Dylan Voller plans hunger strike over threats of abuse

Joanne Vollar speaks out for her son, Dylan, who is still in prison.
Tuesday, December 6, 2016

Dylan Voller, a young Aboriginal man at the centre of the torture scandal in the Don Dale youth detention centre, is threatening to go on a hunger strike over threats of abuse by guards in the Darwin Correctional Centre.

Joanne Voller, Dylan’s mother, has just visited Dylan and said he is terrified by what might happen to him if he gives evidence to the royal commission sparked by the Don Dale scandal. The commission is due to hear his testimony in the coming week.

“I have never seen my son so scared in all of his life. He has said he will start a hunger strike to fight for his own safety.

“They are saying he may not even be allowed to attend court to speak with the royal commission and may have to give evidence via video link, under the eye of his abusers. He is too scared to do this.”

At least four guards involved in the tear gassing and other abuse while Dylan was in Don Dale are working as guards in the Darwin Correctional Centre and are tormenting Dylan: some have threatened to have him bashed if he speaks out about his treatment.

Dylan continues to be held in prison, despite being eligible for parole since October 2015.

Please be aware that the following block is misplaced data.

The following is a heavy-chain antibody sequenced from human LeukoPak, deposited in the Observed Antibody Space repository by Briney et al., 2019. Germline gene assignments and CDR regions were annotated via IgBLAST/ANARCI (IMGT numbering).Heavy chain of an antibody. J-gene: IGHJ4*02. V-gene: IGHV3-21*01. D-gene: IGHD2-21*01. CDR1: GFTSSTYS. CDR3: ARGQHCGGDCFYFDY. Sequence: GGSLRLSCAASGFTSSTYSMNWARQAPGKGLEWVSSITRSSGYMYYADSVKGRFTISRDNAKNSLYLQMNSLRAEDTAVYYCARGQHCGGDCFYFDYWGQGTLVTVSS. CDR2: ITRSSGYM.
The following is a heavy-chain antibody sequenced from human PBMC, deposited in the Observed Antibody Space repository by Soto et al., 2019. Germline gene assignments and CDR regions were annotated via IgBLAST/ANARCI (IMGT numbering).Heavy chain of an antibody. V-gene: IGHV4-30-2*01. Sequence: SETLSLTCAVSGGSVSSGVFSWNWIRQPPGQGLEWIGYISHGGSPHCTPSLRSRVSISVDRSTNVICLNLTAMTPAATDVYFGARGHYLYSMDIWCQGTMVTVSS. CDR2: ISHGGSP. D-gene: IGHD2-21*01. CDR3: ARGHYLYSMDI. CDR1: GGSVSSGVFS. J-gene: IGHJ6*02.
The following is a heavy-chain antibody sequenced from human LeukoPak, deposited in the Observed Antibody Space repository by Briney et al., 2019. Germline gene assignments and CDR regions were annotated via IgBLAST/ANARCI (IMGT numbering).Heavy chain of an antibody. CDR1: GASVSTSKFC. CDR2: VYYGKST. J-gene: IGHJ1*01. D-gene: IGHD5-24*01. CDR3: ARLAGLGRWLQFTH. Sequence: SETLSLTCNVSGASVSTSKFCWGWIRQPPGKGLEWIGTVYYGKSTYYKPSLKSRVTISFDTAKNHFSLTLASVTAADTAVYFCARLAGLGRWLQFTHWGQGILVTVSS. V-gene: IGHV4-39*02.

His family has consistently called for him to be released from prison, to allow him to heal and speak freely with the royal commission.

Dylan had previously requested a transfer to Alice Springs prison, to be away from his abusers and closer to his family.

He told his mother that some guards are now making threats that if he was to transfer to Alice Springs that would increase his chances of getting bashed because of a lack of CCTV facilities there.

Joanne and Dylan’s sister Kirra were told to remove T-shirts that read “Free Dylan Voller” when they visited him in prison on December 6.

Joanne will address a major protest being organised for Human Rights Day on December 10 in Sydney to press for freedom for her son and for the youth prisons to be closed.

“The government promised change with this royal commission, but my son has just been put in further danger. When will this nightmare end?”, she asked.

Padraic Gibson, from the Jumbunna Indigenous House of Learning at UTS who has been assisting the Voller family, said many of the guards at Don Dale “should be been sacked long ago” for their torture of Aboriginal children.

“How can this royal commission have any integrity when the NT government is allowing key witnesses to be threatened with violence if they speak the truth?” he asked.

[The Sydney rally Unite with Aboriginal People's Defense of Human Rights where Joanne Vollar will be speaking is being held on Saturday December 10, starting at 1pm at Customs House at Circular Quay.]

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